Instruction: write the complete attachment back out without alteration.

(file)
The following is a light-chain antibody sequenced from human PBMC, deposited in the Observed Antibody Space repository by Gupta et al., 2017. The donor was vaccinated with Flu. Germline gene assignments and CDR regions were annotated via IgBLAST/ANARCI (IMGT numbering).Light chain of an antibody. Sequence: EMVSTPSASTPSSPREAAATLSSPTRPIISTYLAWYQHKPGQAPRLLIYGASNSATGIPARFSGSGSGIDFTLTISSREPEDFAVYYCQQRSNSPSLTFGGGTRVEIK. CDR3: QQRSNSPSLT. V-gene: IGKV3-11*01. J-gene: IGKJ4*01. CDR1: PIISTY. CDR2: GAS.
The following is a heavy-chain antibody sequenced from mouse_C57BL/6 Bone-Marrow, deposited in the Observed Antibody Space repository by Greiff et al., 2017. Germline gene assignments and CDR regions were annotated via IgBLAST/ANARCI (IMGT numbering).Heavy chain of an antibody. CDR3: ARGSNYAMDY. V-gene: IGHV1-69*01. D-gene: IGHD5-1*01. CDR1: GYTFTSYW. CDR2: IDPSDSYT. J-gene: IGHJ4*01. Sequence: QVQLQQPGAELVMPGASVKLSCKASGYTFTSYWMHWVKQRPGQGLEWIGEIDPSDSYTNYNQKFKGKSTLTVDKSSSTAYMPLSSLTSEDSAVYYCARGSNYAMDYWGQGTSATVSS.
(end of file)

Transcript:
The following is a light-chain antibody sequenced from human PBMC, deposited in the Observed Antibody Space repository by Gupta et al., 2017. The donor was vaccinated with Flu. Germline gene assignments and CDR regions were annotated via IgBLAST/ANARCI (IMGT numbering).Light chain of an antibody. Sequence: EMVSTPSASTPSSPREAAATLSSPTRPIISTYLAWYQHKPGQAPRLLIYGASNSATGIPARFSGSGSGIDFTLTISSREPEDFAVYYCQQRSNSPSLTFGGGTRVEIK. CDR3: QQRSNSPSLT. V-gene: IGKV3-11*01. J-gene: IGKJ4*01. CDR1: PIISTY. CDR2: GAS.
The following is a heavy-chain antibody sequenced from mouse_C57BL/6 Bone-Marrow, deposited in the Observed Antibody Space repository by Greiff et al., 2017. Germline gene assignments and CDR regions were annotated via IgBLAST/ANARCI (IMGT numbering).Heavy chain of an antibody. CDR3: ARGSNYAMDY. V-gene: IGHV1-69*01. D-gene: IGHD5-1*01. CDR1: GYTFTSYW. CDR2: IDPSDSYT. J-gene: IGHJ4*01. Sequence: QVQLQQPGAELVMPGASVKLSCKASGYTFTSYWMHWVKQRPGQGLEWIGEIDPSDSYTNYNQKFKGKSTLTVDKSSSTAYMPLSSLTSEDSAVYYCARGSNYAMDYWGQGTSATVSS.